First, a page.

Top D.A. Official Closes Case on His Career


W. Patrick Moriarty is one of Jerry “Rusty” Hodges’ biggest fans. The former fireworks magnate found Hodges “very fair” and “very thorough.”

That’s high praise, especially when you consider that Hodges helped imprison Moriarty, the central figure in one of the largest political scandals in California history.

If your job is busting politicians and their cronies, it stands to reason you would make enemies a lot faster than friends.

Not so with Hodges, the affable 58-year-old supervisor of the organized crime and grand jury unit for the Orange County district attorney’s office, who retired last week after 33 years in law enforcement.


“Mine was a political corruption case and that’s his specialty,” Moriarty said. “He was an enthusiastic policeman who could operate at all levels. I liked him.”

Hodges’ career spanned every major political scandal in Orange County since the late 1970s, from Moriarty’s to the massive Orange County bankruptcy investigation, which Hodges supervised.

With an uncanny ability to connect with criminals and citizens alike, his colleagues and associates say, Hodges amassed and retained a large and fruitful network of informants who helped him solve crimes and build successful cases for prosecutors.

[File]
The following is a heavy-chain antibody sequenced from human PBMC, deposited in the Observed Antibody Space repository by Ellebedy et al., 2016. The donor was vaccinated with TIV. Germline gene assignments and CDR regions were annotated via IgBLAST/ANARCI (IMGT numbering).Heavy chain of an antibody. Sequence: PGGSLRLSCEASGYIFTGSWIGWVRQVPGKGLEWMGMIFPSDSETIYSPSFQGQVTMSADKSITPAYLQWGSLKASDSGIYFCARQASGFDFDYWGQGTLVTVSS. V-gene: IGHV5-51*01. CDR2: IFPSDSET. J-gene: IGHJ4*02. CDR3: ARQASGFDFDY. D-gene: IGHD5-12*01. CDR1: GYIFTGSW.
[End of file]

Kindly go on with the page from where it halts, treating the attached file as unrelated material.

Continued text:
Chief Assistant Dist. Atty. Maurice L. Evans, who has worked with Hodges for 23 years, said, “He is just an exceptional investigator. You can give him any assignment and always be assured of getting an outstanding result.”



His boss, Loren Duchesne, chief of the district attorney’s bureau of investigations, was equally effusive in his praise.

“Political corruption cases are different than other cases because you are always attacked politically, always face the very best attorneys and are always dealing with frightened or reluctant witnesses.

“To do them well it takes someone with excellent people skills, someone who is very focused and someone who has an ability to gain the confidence of witnesses,” Duchesne said. “I don’t know anybody who’s better at that than Rusty.”


Born in Phillips, Texas, the son of a construction worker, Hodges moved to Southern California during World War II when his father came west for work and settled in Paramount.

After graduating from Paramount High School, Hodges spent two years in the Marine Corps, attended college and worked in construction before joining the Anaheim Police Department in 1964.

Ten years later, he was hired as a district attorney’s investigator, and was then “handpicked” by John Gier, then head of the organized crime and grand jury unit, to work on high-profile political and criminal cases.

“He could talk to a bum on the street as well as he could a high government official,” said Gier, who retired and is now a private investigator in Florida. “And that’s a very unusual talent.”


Superior Court Judge David O. Carter worked with Hodges when he was an assistant district attorney. “Rusty represents an era in investigations that goes way back to when business was conducted with a handshake, your word was your bond and we were all out fighting crime,” he said.